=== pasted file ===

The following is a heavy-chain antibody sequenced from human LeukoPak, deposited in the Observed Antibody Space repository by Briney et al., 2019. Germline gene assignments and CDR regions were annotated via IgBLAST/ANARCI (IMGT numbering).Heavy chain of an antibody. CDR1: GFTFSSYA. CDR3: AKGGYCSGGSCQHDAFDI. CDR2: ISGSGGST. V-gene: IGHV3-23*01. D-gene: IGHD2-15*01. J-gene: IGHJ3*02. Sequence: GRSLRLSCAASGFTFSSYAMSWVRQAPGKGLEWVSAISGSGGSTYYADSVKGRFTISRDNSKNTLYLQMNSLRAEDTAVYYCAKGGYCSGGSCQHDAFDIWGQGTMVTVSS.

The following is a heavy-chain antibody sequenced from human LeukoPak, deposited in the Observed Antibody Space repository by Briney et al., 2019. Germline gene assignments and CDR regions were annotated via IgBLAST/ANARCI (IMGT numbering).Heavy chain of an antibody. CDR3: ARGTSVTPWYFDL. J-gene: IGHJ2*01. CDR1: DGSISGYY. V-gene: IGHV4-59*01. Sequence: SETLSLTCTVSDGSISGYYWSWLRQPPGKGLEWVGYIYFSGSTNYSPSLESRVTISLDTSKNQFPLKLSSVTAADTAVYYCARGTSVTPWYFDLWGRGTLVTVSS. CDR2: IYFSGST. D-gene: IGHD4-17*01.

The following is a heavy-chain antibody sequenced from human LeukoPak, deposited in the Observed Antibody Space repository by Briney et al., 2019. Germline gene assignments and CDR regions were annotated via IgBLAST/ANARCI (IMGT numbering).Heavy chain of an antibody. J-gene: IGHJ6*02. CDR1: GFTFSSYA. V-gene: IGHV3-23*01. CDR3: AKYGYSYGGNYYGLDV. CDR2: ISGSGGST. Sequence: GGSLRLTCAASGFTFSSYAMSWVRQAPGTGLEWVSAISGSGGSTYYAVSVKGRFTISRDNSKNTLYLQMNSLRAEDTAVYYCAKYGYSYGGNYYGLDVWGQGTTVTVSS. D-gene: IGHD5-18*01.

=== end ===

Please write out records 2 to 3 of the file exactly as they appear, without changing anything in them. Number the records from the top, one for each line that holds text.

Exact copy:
The following is a heavy-chain antibody sequenced from human LeukoPak, deposited in the Observed Antibody Space repository by Briney et al., 2019. Germline gene assignments and CDR regions were annotated via IgBLAST/ANARCI (IMGT numbering).Heavy chain of an antibody. CDR3: ARGTSVTPWYFDL. J-gene: IGHJ2*01. CDR1: DGSISGYY. V-gene: IGHV4-59*01. Sequence: SETLSLTCTVSDGSISGYYWSWLRQPPGKGLEWVGYIYFSGSTNYSPSLESRVTISLDTSKNQFPLKLSSVTAADTAVYYCARGTSVTPWYFDLWGRGTLVTVSS. CDR2: IYFSGST. D-gene: IGHD4-17*01.

The following is a heavy-chain antibody sequenced from human LeukoPak, deposited in the Observed Antibody Space repository by Briney et al., 2019. Germline gene assignments and CDR regions were annotated via IgBLAST/ANARCI (IMGT numbering).Heavy chain of an antibody. J-gene: IGHJ6*02. CDR1: GFTFSSYA. V-gene: IGHV3-23*01. CDR3: AKYGYSYGGNYYGLDV. CDR2: ISGSGGST. Sequence: GGSLRLTCAASGFTFSSYAMSWVRQAPGTGLEWVSAISGSGGSTYYAVSVKGRFTISRDNSKNTLYLQMNSLRAEDTAVYYCAKYGYSYGGNYYGLDVWGQGTTVTVSS. D-gene: IGHD5-18*01.